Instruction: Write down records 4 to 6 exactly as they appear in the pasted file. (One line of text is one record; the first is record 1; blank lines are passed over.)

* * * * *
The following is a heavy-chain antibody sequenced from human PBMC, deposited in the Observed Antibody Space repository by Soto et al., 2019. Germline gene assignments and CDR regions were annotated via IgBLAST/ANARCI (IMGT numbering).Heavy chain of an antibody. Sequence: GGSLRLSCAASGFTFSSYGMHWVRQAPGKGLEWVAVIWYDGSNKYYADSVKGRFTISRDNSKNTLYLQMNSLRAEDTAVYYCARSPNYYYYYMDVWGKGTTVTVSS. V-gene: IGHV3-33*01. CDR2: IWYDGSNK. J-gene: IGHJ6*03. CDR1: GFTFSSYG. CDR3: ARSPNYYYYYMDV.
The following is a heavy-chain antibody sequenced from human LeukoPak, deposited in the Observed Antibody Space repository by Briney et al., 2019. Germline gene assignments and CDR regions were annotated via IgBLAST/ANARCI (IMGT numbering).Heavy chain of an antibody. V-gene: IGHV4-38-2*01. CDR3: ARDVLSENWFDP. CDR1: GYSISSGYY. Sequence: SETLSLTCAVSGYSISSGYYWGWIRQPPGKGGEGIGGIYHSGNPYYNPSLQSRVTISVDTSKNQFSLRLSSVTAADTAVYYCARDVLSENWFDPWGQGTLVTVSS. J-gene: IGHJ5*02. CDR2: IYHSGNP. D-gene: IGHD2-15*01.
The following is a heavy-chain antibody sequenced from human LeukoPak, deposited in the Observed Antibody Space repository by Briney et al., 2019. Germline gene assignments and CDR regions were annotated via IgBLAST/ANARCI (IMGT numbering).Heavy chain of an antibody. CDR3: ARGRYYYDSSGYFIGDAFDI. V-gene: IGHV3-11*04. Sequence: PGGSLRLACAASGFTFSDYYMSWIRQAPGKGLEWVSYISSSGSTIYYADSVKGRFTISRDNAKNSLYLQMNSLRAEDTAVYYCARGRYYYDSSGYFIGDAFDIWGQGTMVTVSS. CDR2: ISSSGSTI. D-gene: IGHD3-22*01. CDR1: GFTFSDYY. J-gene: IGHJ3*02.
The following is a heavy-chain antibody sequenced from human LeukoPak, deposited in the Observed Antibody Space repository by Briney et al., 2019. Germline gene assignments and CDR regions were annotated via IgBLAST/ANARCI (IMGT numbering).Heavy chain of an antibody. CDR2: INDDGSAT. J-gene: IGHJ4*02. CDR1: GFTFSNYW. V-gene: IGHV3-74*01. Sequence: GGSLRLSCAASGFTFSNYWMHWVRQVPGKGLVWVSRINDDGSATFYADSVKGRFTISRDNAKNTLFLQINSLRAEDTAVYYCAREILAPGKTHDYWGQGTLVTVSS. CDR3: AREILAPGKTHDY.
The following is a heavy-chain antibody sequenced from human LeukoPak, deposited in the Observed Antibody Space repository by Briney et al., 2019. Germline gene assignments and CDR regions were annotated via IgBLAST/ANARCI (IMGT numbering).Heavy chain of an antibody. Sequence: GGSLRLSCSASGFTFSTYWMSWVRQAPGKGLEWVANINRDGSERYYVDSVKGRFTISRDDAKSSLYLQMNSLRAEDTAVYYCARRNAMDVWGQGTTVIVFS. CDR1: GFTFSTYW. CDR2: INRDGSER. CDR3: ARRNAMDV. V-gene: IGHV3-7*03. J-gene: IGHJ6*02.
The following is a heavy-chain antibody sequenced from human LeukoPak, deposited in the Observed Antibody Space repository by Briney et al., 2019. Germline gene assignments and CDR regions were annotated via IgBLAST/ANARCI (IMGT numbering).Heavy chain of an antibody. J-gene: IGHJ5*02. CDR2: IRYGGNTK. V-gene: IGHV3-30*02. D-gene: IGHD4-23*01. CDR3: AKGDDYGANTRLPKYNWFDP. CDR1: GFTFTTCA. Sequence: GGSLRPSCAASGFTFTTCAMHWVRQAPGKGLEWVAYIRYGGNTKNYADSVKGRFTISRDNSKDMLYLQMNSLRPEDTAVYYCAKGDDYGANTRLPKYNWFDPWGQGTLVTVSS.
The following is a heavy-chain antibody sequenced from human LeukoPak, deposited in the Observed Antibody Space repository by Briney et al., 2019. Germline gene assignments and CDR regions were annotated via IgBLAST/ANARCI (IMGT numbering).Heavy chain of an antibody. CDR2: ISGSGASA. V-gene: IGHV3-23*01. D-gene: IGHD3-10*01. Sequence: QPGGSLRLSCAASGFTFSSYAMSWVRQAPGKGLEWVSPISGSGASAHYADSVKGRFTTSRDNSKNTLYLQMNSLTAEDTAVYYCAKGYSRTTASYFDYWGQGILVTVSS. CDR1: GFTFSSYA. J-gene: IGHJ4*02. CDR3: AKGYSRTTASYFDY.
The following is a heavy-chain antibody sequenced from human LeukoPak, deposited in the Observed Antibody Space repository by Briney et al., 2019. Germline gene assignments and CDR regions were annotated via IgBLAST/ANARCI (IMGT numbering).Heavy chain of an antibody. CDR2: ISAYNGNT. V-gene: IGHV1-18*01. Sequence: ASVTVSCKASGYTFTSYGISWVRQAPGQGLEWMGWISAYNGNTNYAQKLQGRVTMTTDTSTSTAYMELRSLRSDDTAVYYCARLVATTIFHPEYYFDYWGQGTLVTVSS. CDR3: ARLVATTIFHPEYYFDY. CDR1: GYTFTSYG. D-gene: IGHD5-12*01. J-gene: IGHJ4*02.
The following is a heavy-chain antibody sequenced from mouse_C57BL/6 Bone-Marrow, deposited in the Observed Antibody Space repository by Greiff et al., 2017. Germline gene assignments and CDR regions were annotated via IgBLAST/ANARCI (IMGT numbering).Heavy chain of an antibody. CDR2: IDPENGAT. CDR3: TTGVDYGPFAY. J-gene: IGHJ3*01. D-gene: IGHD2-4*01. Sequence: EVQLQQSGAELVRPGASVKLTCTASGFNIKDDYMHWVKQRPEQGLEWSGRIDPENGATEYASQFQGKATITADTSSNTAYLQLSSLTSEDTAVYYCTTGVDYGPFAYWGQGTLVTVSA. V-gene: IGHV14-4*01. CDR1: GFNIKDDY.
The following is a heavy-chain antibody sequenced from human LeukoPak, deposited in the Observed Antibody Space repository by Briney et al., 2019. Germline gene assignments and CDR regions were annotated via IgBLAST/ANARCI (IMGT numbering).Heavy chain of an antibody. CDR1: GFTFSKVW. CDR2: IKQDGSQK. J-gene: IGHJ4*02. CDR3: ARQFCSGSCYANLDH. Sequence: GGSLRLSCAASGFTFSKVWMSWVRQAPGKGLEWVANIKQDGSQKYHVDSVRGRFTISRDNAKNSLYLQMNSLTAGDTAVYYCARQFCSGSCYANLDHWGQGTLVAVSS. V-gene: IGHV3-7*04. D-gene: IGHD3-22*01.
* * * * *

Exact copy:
The following is a heavy-chain antibody sequenced from human LeukoPak, deposited in the Observed Antibody Space repository by Briney et al., 2019. Germline gene assignments and CDR regions were annotated via IgBLAST/ANARCI (IMGT numbering).Heavy chain of an antibody. CDR2: INDDGSAT. J-gene: IGHJ4*02. CDR1: GFTFSNYW. V-gene: IGHV3-74*01. Sequence: GGSLRLSCAASGFTFSNYWMHWVRQVPGKGLVWVSRINDDGSATFYADSVKGRFTISRDNAKNTLFLQINSLRAEDTAVYYCAREILAPGKTHDYWGQGTLVTVSS. CDR3: AREILAPGKTHDY.
The following is a heavy-chain antibody sequenced from human LeukoPak, deposited in the Observed Antibody Space repository by Briney et al., 2019. Germline gene assignments and CDR regions were annotated via IgBLAST/ANARCI (IMGT numbering).Heavy chain of an antibody. Sequence: GGSLRLSCSASGFTFSTYWMSWVRQAPGKGLEWVANINRDGSERYYVDSVKGRFTISRDDAKSSLYLQMNSLRAEDTAVYYCARRNAMDVWGQGTTVIVFS. CDR1: GFTFSTYW. CDR2: INRDGSER. CDR3: ARRNAMDV. V-gene: IGHV3-7*03. J-gene: IGHJ6*02.
The following is a heavy-chain antibody sequenced from human LeukoPak, deposited in the Observed Antibody Space repository by Briney et al., 2019. Germline gene assignments and CDR regions were annotated via IgBLAST/ANARCI (IMGT numbering).Heavy chain of an antibody. J-gene: IGHJ5*02. CDR2: IRYGGNTK. V-gene: IGHV3-30*02. D-gene: IGHD4-23*01. CDR3: AKGDDYGANTRLPKYNWFDP. CDR1: GFTFTTCA. Sequence: GGSLRPSCAASGFTFTTCAMHWVRQAPGKGLEWVAYIRYGGNTKNYADSVKGRFTISRDNSKDMLYLQMNSLRPEDTAVYYCAKGDDYGANTRLPKYNWFDPWGQGTLVTVSS.